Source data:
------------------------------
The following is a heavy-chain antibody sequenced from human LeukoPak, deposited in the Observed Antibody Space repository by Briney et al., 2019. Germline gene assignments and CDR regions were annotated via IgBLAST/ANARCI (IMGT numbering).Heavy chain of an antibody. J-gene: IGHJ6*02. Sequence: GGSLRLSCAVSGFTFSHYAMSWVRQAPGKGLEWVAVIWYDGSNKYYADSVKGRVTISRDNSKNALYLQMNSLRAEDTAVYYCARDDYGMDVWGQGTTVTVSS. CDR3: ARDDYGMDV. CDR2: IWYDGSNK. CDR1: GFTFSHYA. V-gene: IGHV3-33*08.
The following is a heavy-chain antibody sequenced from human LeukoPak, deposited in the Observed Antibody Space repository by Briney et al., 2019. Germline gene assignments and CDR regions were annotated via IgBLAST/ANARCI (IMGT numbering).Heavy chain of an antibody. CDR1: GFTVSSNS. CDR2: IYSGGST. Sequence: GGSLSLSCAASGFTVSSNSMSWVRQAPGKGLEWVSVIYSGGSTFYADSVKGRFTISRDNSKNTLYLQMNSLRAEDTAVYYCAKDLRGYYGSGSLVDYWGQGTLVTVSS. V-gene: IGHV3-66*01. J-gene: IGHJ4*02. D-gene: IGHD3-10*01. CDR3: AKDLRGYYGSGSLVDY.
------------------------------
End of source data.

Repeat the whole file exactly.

The following is a heavy-chain antibody sequenced from human LeukoPak, deposited in the Observed Antibody Space repository by Briney et al., 2019. Germline gene assignments and CDR regions were annotated via IgBLAST/ANARCI (IMGT numbering).Heavy chain of an antibody. J-gene: IGHJ6*02. Sequence: GGSLRLSCAVSGFTFSHYAMSWVRQAPGKGLEWVAVIWYDGSNKYYADSVKGRVTISRDNSKNALYLQMNSLRAEDTAVYYCARDDYGMDVWGQGTTVTVSS. CDR3: ARDDYGMDV. CDR2: IWYDGSNK. CDR1: GFTFSHYA. V-gene: IGHV3-33*08.
The following is a heavy-chain antibody sequenced from human LeukoPak, deposited in the Observed Antibody Space repository by Briney et al., 2019. Germline gene assignments and CDR regions were annotated via IgBLAST/ANARCI (IMGT numbering).Heavy chain of an antibody. CDR1: GFTVSSNS. CDR2: IYSGGST. Sequence: GGSLSLSCAASGFTVSSNSMSWVRQAPGKGLEWVSVIYSGGSTFYADSVKGRFTISRDNSKNTLYLQMNSLRAEDTAVYYCAKDLRGYYGSGSLVDYWGQGTLVTVSS. V-gene: IGHV3-66*01. J-gene: IGHJ4*02. D-gene: IGHD3-10*01. CDR3: AKDLRGYYGSGSLVDY.